Changeset 554


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Timestamp:
Feb 17, 2011, 2:09:58 PM (6 years ago)
Author:
sacerdot
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  • Deliverables/D4.1/ITP-Paper/itp-2011.tex

    r553 r554  
    231231From hereonin, we typeset O'Caml source with \texttt{\color{blue}{blue}} and Matita source with \texttt{\color{red}{red}} to distinguish the two syntaxes.
    232232Matita's syntax is largely straightforward to those familiar with Coq or O'Caml.
    233 The only subtlety is the use of `\texttt{?}' in an argument position denoting an argument that should be inferred automatically, if possible.
     233The only subtlety is the use of `\texttt{?}' in an argument position denoting an argument that should be inferred automatically.
    234234
    235235\subsection{Development strategy}
     
    250250% SECTION                                                                      %
    251251%%%%%%%%%%%%%%%%%%%%%%%%%%%%%%%%%%%%%%%%%%%%%%%%%%%%%%%%%%%%%%%%%%%%%%%%%%%%%%%%
    252 \subsection{Representation of integers}
     252\subsection{Representation of bytes, words, etc.}
    253253\label{subsect.representation.integers}
    254254
     
    258258\begin{lstlisting}
    259259type 'a vect = bit list
    260 type word = [`Sixteen] vect
     260type nibble = [`Sixteen] vect
    261261type byte = [`Eight] vect
    262 $\color{blue}{\mathtt{let}}$ from_nibble =
    263  function
    264     [b1;b2;b3;b4] -> b1,b2,b3,b4
    265   | _ -> assert false
     262$\color{blue}{\mathtt{let}}$ split_word w = split_nth 4 w
     263$\color{blue}{\mathtt{let}}$ split_byte b = split_nth 2 b
    266264\end{lstlisting}
    267265\end{minipage}
     
    273271type word = [`Sixteen] vect
    274272type byte = [`Eight] vect
    275 val from_nibble: nibble -> bit*bit*bit*bit
     273val split_word: word -> byte * word
     274val split_byte: byte -> nibble * nibble
    276275\end{lstlisting}
    277276\end{minipage}
     
    280279\end{figure}
    281280
    282 Integers are represented using bitvectors, i.e. fixed length vectors of booleans.
    283 In our O'Caml emulator, we `faked' bitvectors using phantom types and polymorphic variants, as in Figure~\ref{fig.ocaml.implementation.bitvectors}.
    284 From within the bitvector module (left column) bitvectors are just lists of bits.
    285 However, the module's interface (right column) hides this implementation completely.
    286 
    287 In Matita, we are able to use the full power of dependent types to define `real' bitvectors:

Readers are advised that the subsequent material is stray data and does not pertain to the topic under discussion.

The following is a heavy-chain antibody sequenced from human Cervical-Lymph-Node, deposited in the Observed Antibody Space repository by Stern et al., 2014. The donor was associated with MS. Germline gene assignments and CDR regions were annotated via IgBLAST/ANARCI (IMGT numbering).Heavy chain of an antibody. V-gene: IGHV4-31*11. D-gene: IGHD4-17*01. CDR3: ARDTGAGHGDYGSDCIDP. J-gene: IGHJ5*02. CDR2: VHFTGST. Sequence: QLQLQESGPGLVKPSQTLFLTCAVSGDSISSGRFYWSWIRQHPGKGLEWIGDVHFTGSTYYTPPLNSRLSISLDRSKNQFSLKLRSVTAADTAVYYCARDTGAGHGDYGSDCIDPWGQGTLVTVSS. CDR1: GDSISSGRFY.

281The formalization of MCS-51 must deal with bytes (8 bits), words (16 bits) but also with more exoteric quantities (7 bits, 3 bits, 9 bits). To avoid size mismatch bugs difficult to spot, we represent all of these quantities using bitvectors, i.e. fixed length vectors of booleans.
     282In our O'Caml emulator, we `faked' bitvectors using phantom types implemented with polymorphic variants\cite{phantom_types_ocaml}, as in Figure~\ref{fig.ocaml.implementation.bitvectors}.
     283From within the bitvector module (left column) bitvectors are just lists of bits and no guarantee is provided on sizes. However, the module's interface (right column) enforces the size invariants in the rest of the code.
     284
     285In Matita, we are able to use the full power of dependent types to always work with vectors of a known size:
    288286\begin{lstlisting}
    289287inductive Vector (A: Type[0]): nat → Type[0] ≝
     
    292290\end{lstlisting}
    293291We define \texttt{BitVector} as a specialization of \texttt{Vector} to \texttt{bool}.
    294 We may use Matita's type system to provide even stronger guarantees, here on a function that splits a vector into two pieces at any index, providing that the index is smaller than the length of the \texttt{Vector} to be split:
     292We may use Matita's type system to provide precise typing for functions that are
     293polymorphic in the size without having to duplicate the code as we did in O'Caml:
    295294\begin{lstlisting}
    296295let rec split (A: Type[0]) (m,n: nat) on m:
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